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Gulping energy drinks throughout tennis matches can be bad for your teeth

May 9th, 2012
Staff writer / LifeApps Media

Energy drinks and sports drinks are almost always within easy reach at tennis courts to refresh and cool players before, during and after matches. But too many energy drinks can permanently damage teeth, dentists have warned.

A report in the May/June issue of the journal General Dentistry, found that some people, particularly adolescents, are experiencing permanent damage to tooth enamel from exposure to the acids in sports drinks. The enamel is the glossy outer layer of the tooth. When it erodes, the teeth become overly sensitive, prone to cavities, and more likely to decay.

 “Young adults consume these drinks assuming that they will improve their sports performance and energy levels and that they are ‘better’ for them than soda,” said Poonam Jain, the lead author of the study. “Most of these patients are shocked to learn that these drinks are essentially bathing their teeth with acid.”

In a sample of 13 sports drinks and nine energy drinks, researchers found acidity levels can vary between brands of beverages and flavors of the same brand.  In the study, they immersed samples of human teeth in each beverage sample for 15 minutes followed by a two-hour bath in human saliva. The cycle was repeated four times a day for five days.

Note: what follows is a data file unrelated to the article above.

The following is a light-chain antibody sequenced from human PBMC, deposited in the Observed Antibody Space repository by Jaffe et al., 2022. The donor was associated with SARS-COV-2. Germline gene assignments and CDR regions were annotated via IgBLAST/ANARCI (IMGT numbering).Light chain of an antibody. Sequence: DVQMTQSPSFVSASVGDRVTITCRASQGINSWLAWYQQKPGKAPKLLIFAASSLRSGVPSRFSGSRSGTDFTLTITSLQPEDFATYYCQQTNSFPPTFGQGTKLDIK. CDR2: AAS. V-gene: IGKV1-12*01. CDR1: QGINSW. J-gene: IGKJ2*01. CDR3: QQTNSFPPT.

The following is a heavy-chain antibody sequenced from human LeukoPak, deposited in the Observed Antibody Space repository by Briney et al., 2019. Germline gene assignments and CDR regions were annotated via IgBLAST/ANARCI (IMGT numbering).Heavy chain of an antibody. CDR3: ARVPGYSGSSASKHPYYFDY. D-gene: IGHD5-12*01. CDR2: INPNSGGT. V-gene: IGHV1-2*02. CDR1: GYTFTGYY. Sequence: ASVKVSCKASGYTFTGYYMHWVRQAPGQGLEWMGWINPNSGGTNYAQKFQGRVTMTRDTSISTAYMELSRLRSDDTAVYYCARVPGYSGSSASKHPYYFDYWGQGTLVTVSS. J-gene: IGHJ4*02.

“This type of testing simulates the same exposure that a large proportion of American teens and young adults are subjecting their teeth to on a regular basis when they drink one of these beverages every few hours,” Jain said.

The damage to enamel was evident after only five days of exposure to sports or energy drinks, although energy drinks showed a significantly greater potential to damage teeth than sports drinks. In fact, the authors found that energy drinks caused twice as much damage to teeth as sports drinks.

According to the study, between 30 to 50 percent of U.S. teens consume energy drinks, and as many as 62 percent consuming at least one sports drink per day.

People should minimize their intake of energy and sports drinks, experts said. An alternative is to chew sugar-free gum or rinse the mouth with water after consuming a sports or energy drink. In addition, wait at least an hour to brush your teeth after consuming sports and energy drinks to avoid spreading acid onto the tooth surfaces.

More tips to maintain health teen can be found at the Academy of General Dentistry’s website KnowYourTeeth.com.

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